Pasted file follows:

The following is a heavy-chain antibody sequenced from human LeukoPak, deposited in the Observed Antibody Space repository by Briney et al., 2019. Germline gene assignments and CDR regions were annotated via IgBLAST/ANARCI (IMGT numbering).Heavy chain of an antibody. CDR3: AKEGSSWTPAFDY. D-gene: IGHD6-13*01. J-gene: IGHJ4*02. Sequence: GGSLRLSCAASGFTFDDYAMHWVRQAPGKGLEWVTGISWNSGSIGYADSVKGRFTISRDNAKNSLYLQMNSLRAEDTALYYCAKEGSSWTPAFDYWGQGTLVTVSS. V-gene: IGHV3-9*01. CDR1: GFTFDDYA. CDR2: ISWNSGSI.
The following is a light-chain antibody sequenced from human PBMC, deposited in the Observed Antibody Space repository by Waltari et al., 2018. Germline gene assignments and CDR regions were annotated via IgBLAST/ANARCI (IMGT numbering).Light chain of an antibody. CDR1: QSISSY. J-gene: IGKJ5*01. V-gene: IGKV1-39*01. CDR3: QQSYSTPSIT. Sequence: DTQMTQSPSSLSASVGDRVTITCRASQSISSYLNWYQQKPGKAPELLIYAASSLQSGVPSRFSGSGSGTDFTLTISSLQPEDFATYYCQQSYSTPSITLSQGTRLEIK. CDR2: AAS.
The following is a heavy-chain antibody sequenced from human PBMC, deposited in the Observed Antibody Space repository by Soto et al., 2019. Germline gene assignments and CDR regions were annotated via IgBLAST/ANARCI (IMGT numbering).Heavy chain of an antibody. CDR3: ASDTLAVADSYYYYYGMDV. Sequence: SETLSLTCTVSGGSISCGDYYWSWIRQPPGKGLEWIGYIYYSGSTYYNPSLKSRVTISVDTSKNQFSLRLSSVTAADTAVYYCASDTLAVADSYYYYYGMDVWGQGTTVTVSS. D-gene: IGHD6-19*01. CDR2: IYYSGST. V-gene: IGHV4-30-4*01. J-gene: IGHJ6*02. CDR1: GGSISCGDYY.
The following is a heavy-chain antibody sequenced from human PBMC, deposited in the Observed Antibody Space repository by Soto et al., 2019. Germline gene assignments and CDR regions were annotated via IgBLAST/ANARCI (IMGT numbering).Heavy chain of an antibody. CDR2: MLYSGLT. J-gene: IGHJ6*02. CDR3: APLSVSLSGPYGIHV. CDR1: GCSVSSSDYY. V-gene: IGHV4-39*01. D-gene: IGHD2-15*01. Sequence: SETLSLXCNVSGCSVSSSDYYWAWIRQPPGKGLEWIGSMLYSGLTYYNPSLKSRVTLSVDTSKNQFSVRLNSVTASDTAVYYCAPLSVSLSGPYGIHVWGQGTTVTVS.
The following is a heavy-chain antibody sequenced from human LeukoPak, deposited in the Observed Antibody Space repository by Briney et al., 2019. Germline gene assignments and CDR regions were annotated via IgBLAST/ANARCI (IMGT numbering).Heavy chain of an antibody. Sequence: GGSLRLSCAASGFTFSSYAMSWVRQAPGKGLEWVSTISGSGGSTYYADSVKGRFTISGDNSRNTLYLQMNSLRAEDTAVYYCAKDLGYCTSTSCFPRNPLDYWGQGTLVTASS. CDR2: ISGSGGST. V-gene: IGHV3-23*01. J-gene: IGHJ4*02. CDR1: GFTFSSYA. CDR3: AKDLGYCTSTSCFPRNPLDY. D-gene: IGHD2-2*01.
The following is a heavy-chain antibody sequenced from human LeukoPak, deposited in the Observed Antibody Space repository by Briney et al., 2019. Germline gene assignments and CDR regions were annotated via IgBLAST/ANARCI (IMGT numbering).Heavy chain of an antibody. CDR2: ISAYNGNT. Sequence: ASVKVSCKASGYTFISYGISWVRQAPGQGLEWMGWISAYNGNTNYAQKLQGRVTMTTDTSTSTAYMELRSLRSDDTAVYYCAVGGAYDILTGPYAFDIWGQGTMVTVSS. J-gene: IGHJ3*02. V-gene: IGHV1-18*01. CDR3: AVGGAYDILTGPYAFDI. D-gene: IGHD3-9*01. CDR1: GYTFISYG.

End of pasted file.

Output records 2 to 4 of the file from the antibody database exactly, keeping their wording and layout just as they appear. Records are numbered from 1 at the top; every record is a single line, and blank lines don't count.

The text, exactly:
The following is a light-chain antibody sequenced from human PBMC, deposited in the Observed Antibody Space repository by Waltari et al., 2018. Germline gene assignments and CDR regions were annotated via IgBLAST/ANARCI (IMGT numbering).Light chain of an antibody. CDR1: QSISSY. J-gene: IGKJ5*01. V-gene: IGKV1-39*01. CDR3: QQSYSTPSIT. Sequence: DTQMTQSPSSLSASVGDRVTITCRASQSISSYLNWYQQKPGKAPELLIYAASSLQSGVPSRFSGSGSGTDFTLTISSLQPEDFATYYCQQSYSTPSITLSQGTRLEIK. CDR2: AAS.
The following is a heavy-chain antibody sequenced from human PBMC, deposited in the Observed Antibody Space repository by Soto et al., 2019. Germline gene assignments and CDR regions were annotated via IgBLAST/ANARCI (IMGT numbering).Heavy chain of an antibody. CDR3: ASDTLAVADSYYYYYGMDV. Sequence: SETLSLTCTVSGGSISCGDYYWSWIRQPPGKGLEWIGYIYYSGSTYYNPSLKSRVTISVDTSKNQFSLRLSSVTAADTAVYYCASDTLAVADSYYYYYGMDVWGQGTTVTVSS. D-gene: IGHD6-19*01. CDR2: IYYSGST. V-gene: IGHV4-30-4*01. J-gene: IGHJ6*02. CDR1: GGSISCGDYY.
The following is a heavy-chain antibody sequenced from human PBMC, deposited in the Observed Antibody Space repository by Soto et al., 2019. Germline gene assignments and CDR regions were annotated via IgBLAST/ANARCI (IMGT numbering).Heavy chain of an antibody. CDR2: MLYSGLT. J-gene: IGHJ6*02. CDR3: APLSVSLSGPYGIHV. CDR1: GCSVSSSDYY. V-gene: IGHV4-39*01. D-gene: IGHD2-15*01. Sequence: SETLSLXCNVSGCSVSSSDYYWAWIRQPPGKGLEWIGSMLYSGLTYYNPSLKSRVTLSVDTSKNQFSVRLNSVTASDTAVYYCAPLSVSLSGPYGIHVWGQGTTVTVS.